“The IIJA funding is for major civil works mission areas, including navigation, aquatic ecosystem restoration, and flood damage reduction,” said Detroit District Deputy District Engineer Kevin McDaniels. “The majority of money the Detroit District is receiving will fund construction of the New Lock at the Soo project.”
Nearly $479 million is slated for the Corps of Engineers’ mega project in Sault Ste. Marie, Michigan. An additional $37 million is for major rehabilitation and $4 million for other existing facility work.
“The Soo Locks are nationally critical infrastructure, and their reliability is essential to U.S. manufacturing and National Security,” McDaniels said. “A failure of the Poe Lock would have significant impacts to the U.S. economy, especially the steel industry.”
There are currently two active lock chambers at the Soo Locks facility, the Poe and MacArthur locks. The Poe Lock is the only one large enough for the 1,000-foot freighters to traverse the locks. The New Lock at the Soo is being built on the site of and replacing two inactive locks, the Davis and Sabin, and will be the same size as the Poe Lock at 1,200 feet long and 110 feet wide.
“The New Lock at the Soo will provide much-needed resiliency in the Great Lakes Navigation System,” McDaniels said. “It will eliminate the single point of failure in our nation’s iron ore supply chain.”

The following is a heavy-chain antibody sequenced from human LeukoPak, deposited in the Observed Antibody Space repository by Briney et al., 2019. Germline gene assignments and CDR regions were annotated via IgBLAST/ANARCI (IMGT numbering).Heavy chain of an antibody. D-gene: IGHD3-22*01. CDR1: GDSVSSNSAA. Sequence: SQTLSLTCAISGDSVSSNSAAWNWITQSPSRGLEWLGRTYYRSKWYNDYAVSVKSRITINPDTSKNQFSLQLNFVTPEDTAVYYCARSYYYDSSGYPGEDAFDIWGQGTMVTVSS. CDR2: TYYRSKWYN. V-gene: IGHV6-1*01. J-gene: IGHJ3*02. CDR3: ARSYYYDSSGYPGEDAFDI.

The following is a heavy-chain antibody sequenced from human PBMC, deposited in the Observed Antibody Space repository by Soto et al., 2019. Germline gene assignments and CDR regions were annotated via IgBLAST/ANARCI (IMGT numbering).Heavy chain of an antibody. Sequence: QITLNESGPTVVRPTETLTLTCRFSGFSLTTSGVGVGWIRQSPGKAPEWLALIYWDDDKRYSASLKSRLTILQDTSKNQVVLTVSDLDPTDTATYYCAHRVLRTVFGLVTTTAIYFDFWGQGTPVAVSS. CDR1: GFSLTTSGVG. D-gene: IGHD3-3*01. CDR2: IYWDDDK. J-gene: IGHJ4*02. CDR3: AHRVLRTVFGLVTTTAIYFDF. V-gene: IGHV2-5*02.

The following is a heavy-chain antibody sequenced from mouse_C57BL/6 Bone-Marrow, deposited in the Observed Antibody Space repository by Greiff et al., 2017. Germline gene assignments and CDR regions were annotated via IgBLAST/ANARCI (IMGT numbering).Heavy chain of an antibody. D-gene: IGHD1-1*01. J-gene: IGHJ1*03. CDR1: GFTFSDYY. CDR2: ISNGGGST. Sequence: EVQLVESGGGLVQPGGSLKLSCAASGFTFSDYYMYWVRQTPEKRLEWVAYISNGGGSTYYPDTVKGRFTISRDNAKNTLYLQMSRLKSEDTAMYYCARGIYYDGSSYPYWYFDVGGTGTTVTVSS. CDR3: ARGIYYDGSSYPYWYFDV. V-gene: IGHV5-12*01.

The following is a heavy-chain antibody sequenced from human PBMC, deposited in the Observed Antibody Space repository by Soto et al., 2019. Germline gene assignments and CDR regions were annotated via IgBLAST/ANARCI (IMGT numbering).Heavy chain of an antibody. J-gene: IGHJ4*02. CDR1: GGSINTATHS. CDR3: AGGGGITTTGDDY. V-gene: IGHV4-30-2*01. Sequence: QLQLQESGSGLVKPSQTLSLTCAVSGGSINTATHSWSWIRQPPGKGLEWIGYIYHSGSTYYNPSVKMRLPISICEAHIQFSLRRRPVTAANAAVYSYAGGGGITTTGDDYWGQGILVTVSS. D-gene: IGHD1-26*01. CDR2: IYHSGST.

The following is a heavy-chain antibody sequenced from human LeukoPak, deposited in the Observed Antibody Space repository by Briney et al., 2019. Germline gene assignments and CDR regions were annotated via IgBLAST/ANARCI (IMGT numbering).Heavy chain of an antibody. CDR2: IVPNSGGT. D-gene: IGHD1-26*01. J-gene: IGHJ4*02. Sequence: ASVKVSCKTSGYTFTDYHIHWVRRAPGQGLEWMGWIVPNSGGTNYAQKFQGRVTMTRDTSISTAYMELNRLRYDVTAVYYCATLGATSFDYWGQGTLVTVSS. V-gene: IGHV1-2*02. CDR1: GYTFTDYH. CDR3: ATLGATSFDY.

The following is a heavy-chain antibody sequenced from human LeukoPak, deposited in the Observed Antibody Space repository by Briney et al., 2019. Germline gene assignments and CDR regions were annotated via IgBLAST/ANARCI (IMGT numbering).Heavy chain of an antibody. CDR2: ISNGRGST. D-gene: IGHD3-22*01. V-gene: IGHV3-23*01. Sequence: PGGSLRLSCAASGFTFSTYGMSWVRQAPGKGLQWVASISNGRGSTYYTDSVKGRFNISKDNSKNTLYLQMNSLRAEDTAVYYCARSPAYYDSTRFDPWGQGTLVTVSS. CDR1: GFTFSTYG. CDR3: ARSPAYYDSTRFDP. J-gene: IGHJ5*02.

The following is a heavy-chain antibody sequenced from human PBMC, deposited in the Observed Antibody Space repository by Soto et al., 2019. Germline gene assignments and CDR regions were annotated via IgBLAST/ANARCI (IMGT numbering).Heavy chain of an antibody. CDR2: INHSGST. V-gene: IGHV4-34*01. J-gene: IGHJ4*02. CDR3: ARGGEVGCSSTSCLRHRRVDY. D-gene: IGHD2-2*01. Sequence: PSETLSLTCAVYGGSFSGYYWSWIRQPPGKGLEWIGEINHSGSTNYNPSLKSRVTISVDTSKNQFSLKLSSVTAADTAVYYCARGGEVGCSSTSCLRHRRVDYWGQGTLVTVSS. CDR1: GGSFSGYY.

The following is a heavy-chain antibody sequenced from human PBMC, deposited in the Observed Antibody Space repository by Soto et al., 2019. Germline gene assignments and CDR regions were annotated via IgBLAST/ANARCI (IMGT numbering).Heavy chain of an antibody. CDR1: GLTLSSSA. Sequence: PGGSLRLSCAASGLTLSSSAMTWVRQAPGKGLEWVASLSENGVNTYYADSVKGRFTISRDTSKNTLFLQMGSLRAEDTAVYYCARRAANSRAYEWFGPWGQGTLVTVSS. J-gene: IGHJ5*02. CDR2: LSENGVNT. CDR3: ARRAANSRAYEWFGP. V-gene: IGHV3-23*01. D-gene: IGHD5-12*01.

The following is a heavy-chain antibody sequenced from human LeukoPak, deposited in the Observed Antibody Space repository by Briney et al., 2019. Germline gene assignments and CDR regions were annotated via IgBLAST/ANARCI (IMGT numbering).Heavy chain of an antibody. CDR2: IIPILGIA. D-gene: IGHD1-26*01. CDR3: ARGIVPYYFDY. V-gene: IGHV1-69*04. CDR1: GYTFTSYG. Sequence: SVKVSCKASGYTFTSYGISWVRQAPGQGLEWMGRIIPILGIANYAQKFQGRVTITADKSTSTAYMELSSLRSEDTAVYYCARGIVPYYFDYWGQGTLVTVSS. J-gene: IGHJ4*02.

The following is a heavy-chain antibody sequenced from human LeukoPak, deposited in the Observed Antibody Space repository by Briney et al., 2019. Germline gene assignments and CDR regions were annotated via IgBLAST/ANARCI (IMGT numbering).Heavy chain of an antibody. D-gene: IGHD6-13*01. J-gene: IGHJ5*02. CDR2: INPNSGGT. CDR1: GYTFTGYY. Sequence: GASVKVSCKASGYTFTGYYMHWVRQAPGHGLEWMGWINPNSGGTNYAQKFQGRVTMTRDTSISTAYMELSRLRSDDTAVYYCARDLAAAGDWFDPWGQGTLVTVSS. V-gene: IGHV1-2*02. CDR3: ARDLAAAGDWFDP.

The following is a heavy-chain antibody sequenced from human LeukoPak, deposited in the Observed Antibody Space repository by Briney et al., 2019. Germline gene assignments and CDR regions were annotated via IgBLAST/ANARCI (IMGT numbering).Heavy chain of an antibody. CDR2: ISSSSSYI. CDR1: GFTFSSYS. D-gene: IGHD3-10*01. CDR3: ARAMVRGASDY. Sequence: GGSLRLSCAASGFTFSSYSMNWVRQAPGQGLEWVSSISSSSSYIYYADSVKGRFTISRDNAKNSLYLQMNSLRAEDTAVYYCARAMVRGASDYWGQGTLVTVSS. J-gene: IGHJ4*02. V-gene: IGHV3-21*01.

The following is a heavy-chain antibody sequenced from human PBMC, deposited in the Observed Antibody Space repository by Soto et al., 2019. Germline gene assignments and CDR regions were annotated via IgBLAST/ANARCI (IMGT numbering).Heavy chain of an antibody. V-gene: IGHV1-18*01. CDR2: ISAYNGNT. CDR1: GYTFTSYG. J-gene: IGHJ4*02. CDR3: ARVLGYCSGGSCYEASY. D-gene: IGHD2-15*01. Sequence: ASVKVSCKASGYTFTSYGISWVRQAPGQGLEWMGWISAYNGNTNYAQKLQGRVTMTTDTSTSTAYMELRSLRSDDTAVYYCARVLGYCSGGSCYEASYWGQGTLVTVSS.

Nearly all domestically produced high strength steel used to manufacture products like automobiles and appliances is made with taconite (iron ore) that must transit the Poe Lock.
The remaining $36.5 million will go to environmental infrastructure, navigation, continuing authority projects, and other civil works programs around Michigan and in Duluth-Superior Harbor, twin ports in Duluth, Minnesota, and Superior, Wisconsin.
“The remaining FY22 IIJA funding is just as critical for the Great Lakes in general,” McDaniels said. “With it the Corps of Engineers can develop, manage, restore, and protect our Great Lakes water resources and infrastructure.”
Along with Buffalo District’s $24-million and Chicago Districts $93.5-million FY22 funding packages, there will be a lot of important work being done in the Great Lakes region. The three Corps of Engineers Great Lakes districts are also ready to support other federal agencies with engineering support to help deliver their part of IIJA funding.
One of those key programs is the U.S. Environmental Protection Agency (USEPA)-led Great Lakes Restoration Initiative (GLRI). Launched in 2010, GLRI accelerates efforts to protect and restore the Great Lakes. Administering and implementing GLRI, USEPA has authority to receive and distribute congressionally appropriated funds to federal, state, and local entities. The Corps of Engineers is committed to GLRI through programs, projects, and partner collaboration with partners.
“With collaboration between Buffalo, Chicago, Detroit, our federal partners, and potential additional FY 23 and 24 funding it could extend a few years. This is really exciting and beneficial for the Great Lakes region,” McDaniels said.